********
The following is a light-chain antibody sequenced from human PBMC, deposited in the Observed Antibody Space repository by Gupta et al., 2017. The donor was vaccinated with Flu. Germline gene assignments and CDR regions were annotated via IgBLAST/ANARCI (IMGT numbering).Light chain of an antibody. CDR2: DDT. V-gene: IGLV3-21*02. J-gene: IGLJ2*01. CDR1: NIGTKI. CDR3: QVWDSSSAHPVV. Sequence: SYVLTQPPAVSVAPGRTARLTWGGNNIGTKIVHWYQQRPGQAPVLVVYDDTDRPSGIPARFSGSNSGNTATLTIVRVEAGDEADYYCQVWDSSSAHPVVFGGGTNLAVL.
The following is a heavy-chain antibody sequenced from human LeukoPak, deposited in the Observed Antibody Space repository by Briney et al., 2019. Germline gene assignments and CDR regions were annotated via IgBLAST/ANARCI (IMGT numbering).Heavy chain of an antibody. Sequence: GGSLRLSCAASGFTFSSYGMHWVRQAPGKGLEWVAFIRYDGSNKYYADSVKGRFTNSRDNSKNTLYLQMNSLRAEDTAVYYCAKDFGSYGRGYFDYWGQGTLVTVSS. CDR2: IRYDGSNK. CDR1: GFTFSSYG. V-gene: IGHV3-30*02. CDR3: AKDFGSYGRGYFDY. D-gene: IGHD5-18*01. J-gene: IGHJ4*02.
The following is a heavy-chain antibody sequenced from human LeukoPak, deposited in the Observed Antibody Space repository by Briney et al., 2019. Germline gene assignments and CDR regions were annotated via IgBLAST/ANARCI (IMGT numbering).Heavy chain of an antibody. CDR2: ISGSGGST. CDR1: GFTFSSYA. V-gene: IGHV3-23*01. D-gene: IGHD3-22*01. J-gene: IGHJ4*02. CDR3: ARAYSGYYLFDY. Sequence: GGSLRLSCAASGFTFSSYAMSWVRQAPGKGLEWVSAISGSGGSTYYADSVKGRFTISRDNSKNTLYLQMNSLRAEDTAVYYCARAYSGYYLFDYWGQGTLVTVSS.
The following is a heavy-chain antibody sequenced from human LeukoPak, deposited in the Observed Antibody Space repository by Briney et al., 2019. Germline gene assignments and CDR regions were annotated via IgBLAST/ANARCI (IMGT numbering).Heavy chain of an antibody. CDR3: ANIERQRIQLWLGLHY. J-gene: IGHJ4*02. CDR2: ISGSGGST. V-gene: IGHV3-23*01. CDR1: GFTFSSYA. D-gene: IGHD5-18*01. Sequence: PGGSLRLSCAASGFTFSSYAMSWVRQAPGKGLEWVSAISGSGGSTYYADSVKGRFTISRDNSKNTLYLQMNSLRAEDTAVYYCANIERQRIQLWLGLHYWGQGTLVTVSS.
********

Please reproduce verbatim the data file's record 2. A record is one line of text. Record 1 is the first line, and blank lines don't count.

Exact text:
The following is a heavy-chain antibody sequenced from human LeukoPak, deposited in the Observed Antibody Space repository by Briney et al., 2019. Germline gene assignments and CDR regions were annotated via IgBLAST/ANARCI (IMGT numbering).Heavy chain of an antibody. Sequence: GGSLRLSCAASGFTFSSYGMHWVRQAPGKGLEWVAFIRYDGSNKYYADSVKGRFTNSRDNSKNTLYLQMNSLRAEDTAVYYCAKDFGSYGRGYFDYWGQGTLVTVSS. CDR2: IRYDGSNK. CDR1: GFTFSSYG. V-gene: IGHV3-30*02. CDR3: AKDFGSYGRGYFDY. D-gene: IGHD5-18*01. J-gene: IGHJ4*02.